We are now connected to the world! We have satellite internet installed at home and, thanks to Union Guy's research, the cost was half of what I expected. The connection speed is noticeably slower than what I'm used to on cable, but it's way faster than dial up. The Boy will now be able to talk to me on MSN when he gets home from school, and I'll be able to update the blog from home rather than waiting until I am at Union Guy's place or making time for it on my lunch hour at work. Ahh, the luxuries of modern civilization.
In other news, I started working with the pine that I got from Kodiak Forest Products. Wow, is this stuff wonderful! It is sturdy and solid and handles like a dream. I've got 3000 lbs of 1x6 tongue and grooved pine sitting on Contractor Man's trailer outside under a tarp. The installation test is the bathroom: that's the next 'small space' in which I can test out stain colours and finishes and so on and decide if I'm happy with everything ... best to figure that out in a smaller space before I start on the main living area, I figure. Besides, it'll be really nice to have walls around the loo.
I got a new air nailer that handles 2" nails (Princess Auto, $30, works great). When the boards are up on the wall you don't see any of the nail heads, as the wood is thick enough that I can nail through the tongue, unlike that thin stuff I used in my bedroom. There's just no comparison with the 5/16th pine ... this fits together easily and has way fewer 'unusable' bits. I'd highly recommend it!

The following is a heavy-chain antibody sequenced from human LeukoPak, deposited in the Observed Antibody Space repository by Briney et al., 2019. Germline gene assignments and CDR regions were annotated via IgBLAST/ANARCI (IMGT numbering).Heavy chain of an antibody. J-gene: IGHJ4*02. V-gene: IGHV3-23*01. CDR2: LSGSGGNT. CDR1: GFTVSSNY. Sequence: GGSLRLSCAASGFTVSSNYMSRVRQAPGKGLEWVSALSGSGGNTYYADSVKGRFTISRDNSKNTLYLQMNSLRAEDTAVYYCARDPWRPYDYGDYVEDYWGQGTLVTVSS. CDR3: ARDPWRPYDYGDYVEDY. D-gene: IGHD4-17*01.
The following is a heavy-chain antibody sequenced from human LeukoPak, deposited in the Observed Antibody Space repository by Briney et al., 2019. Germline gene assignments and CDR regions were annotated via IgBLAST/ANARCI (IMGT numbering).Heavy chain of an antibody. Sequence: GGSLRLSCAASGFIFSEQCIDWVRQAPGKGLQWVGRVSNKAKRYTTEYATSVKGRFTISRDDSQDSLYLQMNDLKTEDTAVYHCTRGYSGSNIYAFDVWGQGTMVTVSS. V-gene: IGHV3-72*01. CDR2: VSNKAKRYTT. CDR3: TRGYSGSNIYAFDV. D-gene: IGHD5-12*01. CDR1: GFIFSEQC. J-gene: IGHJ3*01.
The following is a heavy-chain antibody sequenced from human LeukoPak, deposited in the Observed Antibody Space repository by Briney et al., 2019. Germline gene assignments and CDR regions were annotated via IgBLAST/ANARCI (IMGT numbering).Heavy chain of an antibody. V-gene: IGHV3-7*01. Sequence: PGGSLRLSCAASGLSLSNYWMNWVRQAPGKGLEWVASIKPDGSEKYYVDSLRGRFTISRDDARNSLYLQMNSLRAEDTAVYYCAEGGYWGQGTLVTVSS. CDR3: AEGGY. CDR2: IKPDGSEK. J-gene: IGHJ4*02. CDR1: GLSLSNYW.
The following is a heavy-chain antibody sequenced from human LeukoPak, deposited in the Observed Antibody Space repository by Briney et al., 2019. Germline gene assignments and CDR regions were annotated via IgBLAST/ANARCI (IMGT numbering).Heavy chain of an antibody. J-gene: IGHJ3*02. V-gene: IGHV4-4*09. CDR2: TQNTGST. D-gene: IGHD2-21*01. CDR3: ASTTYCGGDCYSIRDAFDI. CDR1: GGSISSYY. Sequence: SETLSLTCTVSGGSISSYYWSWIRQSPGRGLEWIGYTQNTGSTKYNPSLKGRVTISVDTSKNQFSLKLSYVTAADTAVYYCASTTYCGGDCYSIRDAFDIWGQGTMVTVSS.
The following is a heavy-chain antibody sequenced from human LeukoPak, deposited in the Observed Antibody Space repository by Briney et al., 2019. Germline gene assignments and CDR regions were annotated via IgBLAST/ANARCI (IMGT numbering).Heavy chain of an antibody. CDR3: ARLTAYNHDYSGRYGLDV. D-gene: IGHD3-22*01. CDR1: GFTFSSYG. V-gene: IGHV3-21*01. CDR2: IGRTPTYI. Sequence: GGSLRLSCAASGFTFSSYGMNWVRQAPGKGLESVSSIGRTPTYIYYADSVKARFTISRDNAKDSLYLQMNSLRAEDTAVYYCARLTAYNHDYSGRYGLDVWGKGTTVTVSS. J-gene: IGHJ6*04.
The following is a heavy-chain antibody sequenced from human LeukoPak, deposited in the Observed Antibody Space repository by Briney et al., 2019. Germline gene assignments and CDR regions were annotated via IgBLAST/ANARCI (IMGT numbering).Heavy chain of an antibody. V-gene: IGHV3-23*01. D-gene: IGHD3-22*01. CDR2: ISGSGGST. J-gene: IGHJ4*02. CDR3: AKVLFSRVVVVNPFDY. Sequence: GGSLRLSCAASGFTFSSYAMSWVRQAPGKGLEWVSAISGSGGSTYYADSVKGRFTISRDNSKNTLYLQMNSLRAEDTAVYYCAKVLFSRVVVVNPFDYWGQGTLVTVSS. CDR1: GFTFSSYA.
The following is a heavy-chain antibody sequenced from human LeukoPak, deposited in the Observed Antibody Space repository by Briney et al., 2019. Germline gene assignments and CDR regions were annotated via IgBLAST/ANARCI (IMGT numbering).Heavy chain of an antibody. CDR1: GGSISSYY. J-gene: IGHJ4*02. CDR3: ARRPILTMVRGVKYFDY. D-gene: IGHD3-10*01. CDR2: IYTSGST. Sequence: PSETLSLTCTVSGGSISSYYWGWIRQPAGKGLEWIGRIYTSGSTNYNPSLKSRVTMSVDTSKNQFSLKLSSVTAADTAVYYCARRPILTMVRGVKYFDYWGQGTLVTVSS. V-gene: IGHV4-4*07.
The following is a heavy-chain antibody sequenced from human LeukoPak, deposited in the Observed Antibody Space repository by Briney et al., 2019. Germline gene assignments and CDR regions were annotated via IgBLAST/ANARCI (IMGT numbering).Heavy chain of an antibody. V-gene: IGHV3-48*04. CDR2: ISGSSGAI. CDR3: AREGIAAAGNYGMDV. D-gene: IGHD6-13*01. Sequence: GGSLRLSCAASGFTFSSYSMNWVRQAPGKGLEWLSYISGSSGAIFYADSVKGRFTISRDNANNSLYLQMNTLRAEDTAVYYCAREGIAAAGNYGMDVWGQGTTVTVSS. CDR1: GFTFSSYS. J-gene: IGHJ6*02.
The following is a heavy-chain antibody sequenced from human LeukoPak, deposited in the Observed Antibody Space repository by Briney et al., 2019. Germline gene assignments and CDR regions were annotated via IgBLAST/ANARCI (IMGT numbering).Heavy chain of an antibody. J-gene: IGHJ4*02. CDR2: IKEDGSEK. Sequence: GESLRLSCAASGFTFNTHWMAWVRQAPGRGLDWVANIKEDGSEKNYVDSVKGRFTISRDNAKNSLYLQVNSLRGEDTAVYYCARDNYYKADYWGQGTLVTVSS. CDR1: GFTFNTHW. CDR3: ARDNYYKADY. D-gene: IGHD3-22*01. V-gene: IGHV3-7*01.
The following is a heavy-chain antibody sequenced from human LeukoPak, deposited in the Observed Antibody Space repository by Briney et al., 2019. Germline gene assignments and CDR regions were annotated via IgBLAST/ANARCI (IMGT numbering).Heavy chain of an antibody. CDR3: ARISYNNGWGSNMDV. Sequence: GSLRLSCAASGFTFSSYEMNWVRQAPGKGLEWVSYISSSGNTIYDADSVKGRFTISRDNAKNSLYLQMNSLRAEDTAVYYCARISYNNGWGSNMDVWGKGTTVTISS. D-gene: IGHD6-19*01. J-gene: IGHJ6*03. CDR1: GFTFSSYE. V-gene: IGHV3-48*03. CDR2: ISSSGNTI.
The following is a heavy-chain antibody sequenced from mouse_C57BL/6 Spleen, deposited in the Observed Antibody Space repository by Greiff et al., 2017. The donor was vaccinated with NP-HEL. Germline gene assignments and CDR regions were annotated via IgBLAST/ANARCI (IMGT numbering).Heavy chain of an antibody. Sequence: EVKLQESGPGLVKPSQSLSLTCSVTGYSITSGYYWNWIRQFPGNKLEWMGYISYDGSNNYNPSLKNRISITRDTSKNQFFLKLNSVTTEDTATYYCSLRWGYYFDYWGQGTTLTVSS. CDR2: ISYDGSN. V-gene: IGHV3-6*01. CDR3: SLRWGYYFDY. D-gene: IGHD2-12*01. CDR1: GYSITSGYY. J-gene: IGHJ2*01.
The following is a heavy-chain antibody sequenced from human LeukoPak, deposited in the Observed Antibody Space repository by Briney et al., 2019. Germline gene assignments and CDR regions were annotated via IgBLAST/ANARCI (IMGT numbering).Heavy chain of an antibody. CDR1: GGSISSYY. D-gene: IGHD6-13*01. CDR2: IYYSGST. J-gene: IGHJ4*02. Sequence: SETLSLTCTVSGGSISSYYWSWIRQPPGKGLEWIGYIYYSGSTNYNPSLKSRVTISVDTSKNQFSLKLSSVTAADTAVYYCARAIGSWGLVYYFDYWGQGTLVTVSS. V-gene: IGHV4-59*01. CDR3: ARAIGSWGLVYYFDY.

People ask me all the time why I went with wood instead of drywall. The primary reason is that I love the look and feel of the wood - it is warm and somehow grounding, good for the spirit. The installation does require more cutting and fitting than with drywall, but I think that in the end it requires about the same amount of effort to do either. Besides, I'd rather have sawdust than plaster dust, and once I stain and seal it, I'm done! No need to repaint in a few years. One of the other nice things about the wood is that I can actually handle the 1x6 boards myself ... a sheet of drywall is much too heavy for me to manage on my own.
The Boy helped out yesterday by putting stain on boards - we are using Watco Light Walnut, which is easy to apply with a cloth (a significant advantage for The Boy who finds brushes a bit awkward sometimes). We set up a couple of sawhorses, lift the 12' long boards up there and he wipes the stain on. He looks like a real construction guy in his Carhartt overalls and amazingly dirty white Sorels ... although the bright blue heavy duty rubber gloves do detract from the look to some extent. :)
The stain we are using is very light, but it warms up the pine a little and brings out the grain without making it seem dark. Oil stains are a bit of a hassle for cleanup, but nothing makes wood look as nice. I don't find it awkward to work with, either: you wipe it on with a cloth dipped in stain, let it dry (which doesn't take long), and then start using the boards. Once they are on the walls they'll get a topcoat of Verathane to seal the wood, and voila, we are done.
I see that photo uploads aren't working at the moment, I will try again later so you can see what we've been up to.